4. The Japanese Giant Hornet. We’d heard the lore, and took the claims to Wikipedia, quickly confirming that this hornet is the biggest in the world. It’s also poisonous. Today, we had our first – and second – F2F with one. Hidekazu Ouchi, who we’re filming for SON OF SAICHI, grew up on a farm and has been attacked numerous times. He told us everything we need to know: 1. You go unconscious quickly. 2. Treatment has to happen within 15 minutes (But wait!! The “city” is 20 minutes away?!). 3. No treatment = Death. calls it “one of the five most horrifying bugs in the world” and writes this: Why you must fear it: It’s the size of your thumb and it can spray flesh-melting poison. We really wish we were making that up for, you know, dramatic effect because goddamn, what a terrible thing a three-inch acid-shooting hornet would be, you know? Oh, hey, did we mention it shoots it into your eyes? Or that the poison also has a pheromone cocktail in it that’ll call every hornet in the hive to come over and sting you until you are no longer alive?

Natural Born Killer. Spotted at the home where we’re filming.

We use this opportunity to announce that we will be doing the remainder of our filming from an air conditioned hotel room.

For more on our filming adventures for SON OF SAICHI, follow us on Facebook and Twitter.

The 49th Day

Tsugiko prepares for her husband’s 49th day memorial

“This is a very important day for sending his spirit on… for sending him on to the next world,” says Tsugiko Ouchi as she prepares what she will wear to today’s memorial service. Her husband, Hiroshima survivor Saichi, died forty-nine days ago, and in the Buddhist tradition, this is the day his spirit will transition to its new life.

Like everything in her life now – her post-evacuation life – events big and small become reminders of what she’s lost. After spending 20 minutes rifling through everything in her bedroom drawers and painstakingly separating her dry cleaning, Tsugiko realizes she’s missing her best black kimono – the very thing she wants to wear to today’s service. The kimono, her son tells her, is back home in Yamakiya hanging in a closet that seems frozen in time since they were forced to leave after the nuclear disaster in 2011.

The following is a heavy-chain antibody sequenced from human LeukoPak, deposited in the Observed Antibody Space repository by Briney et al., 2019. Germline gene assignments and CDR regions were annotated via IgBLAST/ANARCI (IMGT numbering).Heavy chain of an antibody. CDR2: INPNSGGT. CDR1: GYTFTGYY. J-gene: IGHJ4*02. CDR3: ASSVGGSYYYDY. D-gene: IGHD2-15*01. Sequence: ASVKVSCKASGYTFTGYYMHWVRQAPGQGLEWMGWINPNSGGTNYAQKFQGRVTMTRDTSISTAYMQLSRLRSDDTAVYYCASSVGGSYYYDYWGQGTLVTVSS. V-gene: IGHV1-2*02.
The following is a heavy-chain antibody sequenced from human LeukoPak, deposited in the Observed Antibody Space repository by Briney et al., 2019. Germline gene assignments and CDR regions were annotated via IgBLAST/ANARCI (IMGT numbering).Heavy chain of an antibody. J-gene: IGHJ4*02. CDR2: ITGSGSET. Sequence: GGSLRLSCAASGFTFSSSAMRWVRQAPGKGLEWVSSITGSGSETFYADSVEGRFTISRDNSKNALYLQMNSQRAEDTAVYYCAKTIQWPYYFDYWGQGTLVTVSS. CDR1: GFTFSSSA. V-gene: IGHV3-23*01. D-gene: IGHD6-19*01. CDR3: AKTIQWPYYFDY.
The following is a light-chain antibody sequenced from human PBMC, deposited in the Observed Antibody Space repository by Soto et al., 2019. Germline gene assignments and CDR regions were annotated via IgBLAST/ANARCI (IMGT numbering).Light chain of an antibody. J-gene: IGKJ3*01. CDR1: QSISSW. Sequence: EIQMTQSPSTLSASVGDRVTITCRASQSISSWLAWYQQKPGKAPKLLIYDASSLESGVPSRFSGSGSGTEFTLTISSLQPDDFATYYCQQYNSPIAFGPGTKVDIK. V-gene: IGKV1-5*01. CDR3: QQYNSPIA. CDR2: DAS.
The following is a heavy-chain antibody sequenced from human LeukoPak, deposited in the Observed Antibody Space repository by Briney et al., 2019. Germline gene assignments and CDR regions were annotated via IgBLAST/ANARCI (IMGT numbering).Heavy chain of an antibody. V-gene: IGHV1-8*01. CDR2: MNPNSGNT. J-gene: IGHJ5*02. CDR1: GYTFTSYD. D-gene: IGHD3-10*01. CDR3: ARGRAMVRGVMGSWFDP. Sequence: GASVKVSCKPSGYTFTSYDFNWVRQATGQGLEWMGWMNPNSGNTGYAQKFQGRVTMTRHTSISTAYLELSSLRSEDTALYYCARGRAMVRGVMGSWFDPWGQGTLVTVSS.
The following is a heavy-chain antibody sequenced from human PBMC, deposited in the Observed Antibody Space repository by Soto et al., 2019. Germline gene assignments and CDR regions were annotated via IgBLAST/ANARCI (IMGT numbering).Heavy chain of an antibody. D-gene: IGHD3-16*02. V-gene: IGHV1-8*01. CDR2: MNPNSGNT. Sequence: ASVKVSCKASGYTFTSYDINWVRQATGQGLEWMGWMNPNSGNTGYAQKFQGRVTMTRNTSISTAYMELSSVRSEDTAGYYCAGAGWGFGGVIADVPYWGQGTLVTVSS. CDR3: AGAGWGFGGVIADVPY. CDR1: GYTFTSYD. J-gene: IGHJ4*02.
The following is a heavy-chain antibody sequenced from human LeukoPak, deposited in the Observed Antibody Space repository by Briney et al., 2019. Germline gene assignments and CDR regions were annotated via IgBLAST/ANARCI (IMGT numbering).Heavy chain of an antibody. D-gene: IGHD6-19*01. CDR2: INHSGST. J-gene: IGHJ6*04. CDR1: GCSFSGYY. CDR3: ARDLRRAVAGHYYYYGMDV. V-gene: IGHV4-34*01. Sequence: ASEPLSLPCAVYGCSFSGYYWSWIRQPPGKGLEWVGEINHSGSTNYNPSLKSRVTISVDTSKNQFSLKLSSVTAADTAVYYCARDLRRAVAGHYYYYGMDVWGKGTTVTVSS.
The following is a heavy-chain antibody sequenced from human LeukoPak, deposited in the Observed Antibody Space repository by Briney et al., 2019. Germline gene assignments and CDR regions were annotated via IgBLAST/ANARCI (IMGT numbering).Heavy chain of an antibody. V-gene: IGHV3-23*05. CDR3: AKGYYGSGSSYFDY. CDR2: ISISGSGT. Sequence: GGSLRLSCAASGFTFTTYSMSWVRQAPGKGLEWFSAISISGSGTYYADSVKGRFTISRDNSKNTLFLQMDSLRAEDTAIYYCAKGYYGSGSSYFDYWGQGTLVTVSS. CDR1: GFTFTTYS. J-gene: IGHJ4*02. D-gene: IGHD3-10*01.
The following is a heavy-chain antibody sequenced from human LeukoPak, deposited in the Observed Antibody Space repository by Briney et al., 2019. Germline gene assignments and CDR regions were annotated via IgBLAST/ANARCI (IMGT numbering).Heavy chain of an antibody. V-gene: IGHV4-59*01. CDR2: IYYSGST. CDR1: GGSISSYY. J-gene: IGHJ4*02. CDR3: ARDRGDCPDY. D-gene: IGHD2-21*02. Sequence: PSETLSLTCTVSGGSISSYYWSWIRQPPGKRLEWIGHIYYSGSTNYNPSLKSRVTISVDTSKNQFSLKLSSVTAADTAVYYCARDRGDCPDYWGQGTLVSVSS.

After today’s memorial service Hidekazu, Saishi’s son, will put his father’s picture next to the other ancestors who have passed.

The priest who is leading today’s memorial service is a friend of Hidekazu’s from childhood, and he’s been generous enough to give us permission to film. He’s also the one who gave Saichi his holy name after he died. The holy name is important after death because Buddhist tradition says if spirits hear their own name on earth, they might want to stay, but this new name helps set them free.

“This is really good name, very meaningful,” Hidekazu says as he shows us the ten characters (longer holy names are “better” – and by comparison, when his brother died last year, his holy name was only six characters). The long name includes characters for “pure” and “special,” and is an indication of how much Saichi contributed to the temple and community during his lifetime, and how much his ancestors contributed during theirs.

Hidekazu with the “ihais” – spirit tablets – of his brother and father. Written on the tablets are their holy names. These tablets are kept at the family altar inside the home.

Follow the filming of our documentary SON OF SAICHI on Facebook and Twitter #sonofsaichi #bethsinjapan


Kawamata Town in Fukushima Prefecture, Japan

It’s so much fun running in new places! I like getting up and out early and discovering how this new-to-me community wakes up and says Good Morning! to the world. It’s especially great here in Kawamata where four breathtaking mountain ranges hug the valley. Even before 5am, elderly men and women are walking their dogs and tending their gardens along the Hirose and Isazawa Rivers.